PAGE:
To create a new standard structure value, you must use the respective Builder, which is available from each type. For example:

  ServerStatus: IUaServerStatusDataType;
  ServerStatusBuilder: TUaServerStatusDataType.IBuilder;
  ServerStatusBuilder := TUaServerStatusDataType.Builder;
  ServerStatus := ServerStatusBuilder.StartTime(UTCNow).State(ssRunning).Build;
  Client.WriteValue(Id_Server_ServerStatus, ServerStatus);

Note that ServerStatus is not writable in servers, so the code above will raise an EUaStatusException.

To create a custom structure value, you can use the DynamicStructures and the respective builder.

procedure WriteDynamicStructureValue(Client: TUaClient; VariableId: TUaNodeId);
  DynamicStructureBuilder: TUaDynamicStructure.IBuilder;
  DynamicStructureTypeId: TUaNodeId;
  DynamicStructure: TUaVariant;
  S: string;
  // Find the datatype of VariableId, and assume it is a structure type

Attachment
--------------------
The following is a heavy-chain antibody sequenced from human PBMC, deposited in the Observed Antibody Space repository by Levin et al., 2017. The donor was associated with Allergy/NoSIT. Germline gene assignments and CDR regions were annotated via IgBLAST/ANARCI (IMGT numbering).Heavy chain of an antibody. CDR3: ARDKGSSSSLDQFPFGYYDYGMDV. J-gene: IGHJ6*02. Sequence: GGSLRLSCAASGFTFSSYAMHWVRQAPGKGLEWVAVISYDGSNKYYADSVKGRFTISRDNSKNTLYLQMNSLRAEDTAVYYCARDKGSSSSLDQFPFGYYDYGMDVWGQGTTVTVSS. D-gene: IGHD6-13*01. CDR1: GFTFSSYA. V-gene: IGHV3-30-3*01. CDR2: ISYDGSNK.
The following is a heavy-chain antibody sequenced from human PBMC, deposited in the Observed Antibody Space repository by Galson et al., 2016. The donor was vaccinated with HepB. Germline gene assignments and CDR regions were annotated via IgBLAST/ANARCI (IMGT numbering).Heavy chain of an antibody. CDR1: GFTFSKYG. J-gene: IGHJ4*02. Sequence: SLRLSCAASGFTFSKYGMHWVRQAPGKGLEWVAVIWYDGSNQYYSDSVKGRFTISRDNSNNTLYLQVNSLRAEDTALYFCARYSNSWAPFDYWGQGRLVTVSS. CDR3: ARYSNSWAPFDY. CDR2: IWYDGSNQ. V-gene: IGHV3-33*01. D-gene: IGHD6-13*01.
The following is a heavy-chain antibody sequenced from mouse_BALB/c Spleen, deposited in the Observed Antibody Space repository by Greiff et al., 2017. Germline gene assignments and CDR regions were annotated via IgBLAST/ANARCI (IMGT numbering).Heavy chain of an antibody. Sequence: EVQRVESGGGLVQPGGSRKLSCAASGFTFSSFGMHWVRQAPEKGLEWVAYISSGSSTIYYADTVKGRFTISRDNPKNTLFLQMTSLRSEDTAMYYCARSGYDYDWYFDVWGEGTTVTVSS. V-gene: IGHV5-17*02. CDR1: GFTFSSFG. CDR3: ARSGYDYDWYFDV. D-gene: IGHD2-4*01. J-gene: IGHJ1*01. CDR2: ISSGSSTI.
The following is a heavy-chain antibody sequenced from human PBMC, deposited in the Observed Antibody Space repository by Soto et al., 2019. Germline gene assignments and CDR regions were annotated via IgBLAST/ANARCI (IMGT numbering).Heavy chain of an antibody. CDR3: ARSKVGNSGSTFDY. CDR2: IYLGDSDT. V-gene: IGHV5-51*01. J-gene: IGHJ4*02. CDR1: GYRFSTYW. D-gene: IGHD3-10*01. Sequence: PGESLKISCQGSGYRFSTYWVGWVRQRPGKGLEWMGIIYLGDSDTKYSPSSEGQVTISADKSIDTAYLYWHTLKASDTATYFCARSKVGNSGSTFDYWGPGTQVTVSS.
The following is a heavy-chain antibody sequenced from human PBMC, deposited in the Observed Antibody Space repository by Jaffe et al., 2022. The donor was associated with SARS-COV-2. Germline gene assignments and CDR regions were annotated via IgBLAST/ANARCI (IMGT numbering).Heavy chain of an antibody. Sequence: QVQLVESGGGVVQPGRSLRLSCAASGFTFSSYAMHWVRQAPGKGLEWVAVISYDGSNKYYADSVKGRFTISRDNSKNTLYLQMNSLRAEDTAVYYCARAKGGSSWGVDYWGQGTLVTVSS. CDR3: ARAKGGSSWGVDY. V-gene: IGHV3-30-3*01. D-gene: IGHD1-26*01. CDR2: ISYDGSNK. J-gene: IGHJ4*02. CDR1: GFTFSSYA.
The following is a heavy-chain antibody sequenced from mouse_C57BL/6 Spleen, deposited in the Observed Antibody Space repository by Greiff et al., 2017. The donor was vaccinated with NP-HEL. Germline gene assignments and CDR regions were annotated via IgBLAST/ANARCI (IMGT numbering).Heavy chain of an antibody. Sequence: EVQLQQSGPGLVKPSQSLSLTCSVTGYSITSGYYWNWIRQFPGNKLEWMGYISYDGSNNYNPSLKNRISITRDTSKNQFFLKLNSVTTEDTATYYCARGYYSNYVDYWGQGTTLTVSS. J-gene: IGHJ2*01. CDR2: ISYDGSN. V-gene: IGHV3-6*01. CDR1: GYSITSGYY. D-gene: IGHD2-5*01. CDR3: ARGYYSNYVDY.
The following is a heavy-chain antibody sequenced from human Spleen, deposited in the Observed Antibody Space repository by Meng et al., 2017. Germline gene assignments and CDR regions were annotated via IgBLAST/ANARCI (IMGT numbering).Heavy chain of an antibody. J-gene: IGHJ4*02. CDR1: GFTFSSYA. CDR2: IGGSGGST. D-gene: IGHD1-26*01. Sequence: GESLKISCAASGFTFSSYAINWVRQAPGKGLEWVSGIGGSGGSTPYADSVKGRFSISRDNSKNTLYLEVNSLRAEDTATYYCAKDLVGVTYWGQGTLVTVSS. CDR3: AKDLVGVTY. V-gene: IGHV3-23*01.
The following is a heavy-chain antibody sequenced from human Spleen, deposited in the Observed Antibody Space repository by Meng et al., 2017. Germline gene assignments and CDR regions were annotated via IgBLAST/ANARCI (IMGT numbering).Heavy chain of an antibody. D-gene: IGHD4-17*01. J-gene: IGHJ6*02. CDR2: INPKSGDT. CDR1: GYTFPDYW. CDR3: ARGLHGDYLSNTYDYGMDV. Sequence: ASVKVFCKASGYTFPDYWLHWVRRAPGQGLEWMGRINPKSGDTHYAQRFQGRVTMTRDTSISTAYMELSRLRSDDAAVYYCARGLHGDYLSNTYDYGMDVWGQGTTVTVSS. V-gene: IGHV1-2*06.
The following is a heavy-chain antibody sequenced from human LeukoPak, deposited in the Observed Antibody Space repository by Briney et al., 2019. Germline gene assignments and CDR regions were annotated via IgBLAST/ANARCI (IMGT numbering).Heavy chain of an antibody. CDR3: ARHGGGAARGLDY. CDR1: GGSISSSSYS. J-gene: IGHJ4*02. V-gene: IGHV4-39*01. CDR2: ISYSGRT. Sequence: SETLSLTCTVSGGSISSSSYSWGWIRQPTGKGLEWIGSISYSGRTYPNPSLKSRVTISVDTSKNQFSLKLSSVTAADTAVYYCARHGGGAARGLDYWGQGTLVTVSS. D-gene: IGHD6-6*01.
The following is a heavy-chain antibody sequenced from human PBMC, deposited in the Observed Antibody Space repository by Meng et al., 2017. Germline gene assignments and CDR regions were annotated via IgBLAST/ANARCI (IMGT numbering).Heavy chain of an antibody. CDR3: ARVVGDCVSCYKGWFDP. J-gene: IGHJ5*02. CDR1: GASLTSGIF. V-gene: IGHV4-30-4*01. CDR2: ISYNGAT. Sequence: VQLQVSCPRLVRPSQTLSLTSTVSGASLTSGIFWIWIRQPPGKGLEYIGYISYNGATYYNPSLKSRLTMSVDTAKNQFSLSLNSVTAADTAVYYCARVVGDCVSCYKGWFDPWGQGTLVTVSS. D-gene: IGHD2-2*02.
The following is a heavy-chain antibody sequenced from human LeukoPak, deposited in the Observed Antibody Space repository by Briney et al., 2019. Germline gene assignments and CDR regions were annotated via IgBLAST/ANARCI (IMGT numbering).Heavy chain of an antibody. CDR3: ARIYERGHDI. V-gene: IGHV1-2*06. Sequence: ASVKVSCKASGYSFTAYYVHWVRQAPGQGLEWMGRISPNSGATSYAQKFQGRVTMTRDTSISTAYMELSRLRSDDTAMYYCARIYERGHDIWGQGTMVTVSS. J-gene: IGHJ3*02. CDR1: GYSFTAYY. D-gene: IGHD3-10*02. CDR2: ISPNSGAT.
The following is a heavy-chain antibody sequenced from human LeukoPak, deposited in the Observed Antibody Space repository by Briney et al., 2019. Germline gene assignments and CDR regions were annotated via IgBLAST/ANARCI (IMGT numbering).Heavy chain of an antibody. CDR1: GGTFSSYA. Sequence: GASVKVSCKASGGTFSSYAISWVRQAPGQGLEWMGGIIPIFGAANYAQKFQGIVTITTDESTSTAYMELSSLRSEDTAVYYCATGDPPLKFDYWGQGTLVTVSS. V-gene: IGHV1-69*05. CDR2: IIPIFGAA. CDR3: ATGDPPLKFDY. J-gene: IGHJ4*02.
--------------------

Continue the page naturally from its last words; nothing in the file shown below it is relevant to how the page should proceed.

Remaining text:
DynamicStructureTypeId := Client.ReadAttribute(VariableId, aiDataType).Value.AsNodeId;
  DynamicStructureBuilder := Client.TypeDictionary.CreateDynamicStructureBuilder(DynamicStructureTypeId);
  S := 'a string value'; // Assuming Field1 is of string type.
  DynamicStructureBuilder.SetFieldValue('Field1', S);
  DynamicStructure := DynamicStructureBuilder.Build;
  Client.WriteValue(VariableId, DynamicStructure);

10. Exceptions When Operations Fail

If any service call or operation fails, you will get an EUaException. When the complete service call fails, in case of a communication error, for example, you can expect a EUaServiceException. if you perform just a single operation, such as ReadValue or WriteValue, you may also get an EUaOperationException in case the server rejects the operation, due to an invalid NodeId or access restrictions, for example.